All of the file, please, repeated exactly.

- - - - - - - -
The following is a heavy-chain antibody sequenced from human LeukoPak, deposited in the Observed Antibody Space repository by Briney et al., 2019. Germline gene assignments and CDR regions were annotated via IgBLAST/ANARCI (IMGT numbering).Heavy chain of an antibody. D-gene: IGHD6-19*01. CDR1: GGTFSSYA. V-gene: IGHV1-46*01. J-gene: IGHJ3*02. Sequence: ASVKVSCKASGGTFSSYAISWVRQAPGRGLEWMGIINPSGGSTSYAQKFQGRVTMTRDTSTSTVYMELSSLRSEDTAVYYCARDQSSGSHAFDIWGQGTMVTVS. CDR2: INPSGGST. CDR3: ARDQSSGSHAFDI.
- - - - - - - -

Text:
The following is a heavy-chain antibody sequenced from human LeukoPak, deposited in the Observed Antibody Space repository by Briney et al., 2019. Germline gene assignments and CDR regions were annotated via IgBLAST/ANARCI (IMGT numbering).Heavy chain of an antibody. D-gene: IGHD6-19*01. CDR1: GGTFSSYA. V-gene: IGHV1-46*01. J-gene: IGHJ3*02. Sequence: ASVKVSCKASGGTFSSYAISWVRQAPGRGLEWMGIINPSGGSTSYAQKFQGRVTMTRDTSTSTVYMELSSLRSEDTAVYYCARDQSSGSHAFDIWGQGTMVTVS. CDR2: INPSGGST. CDR3: ARDQSSGSHAFDI.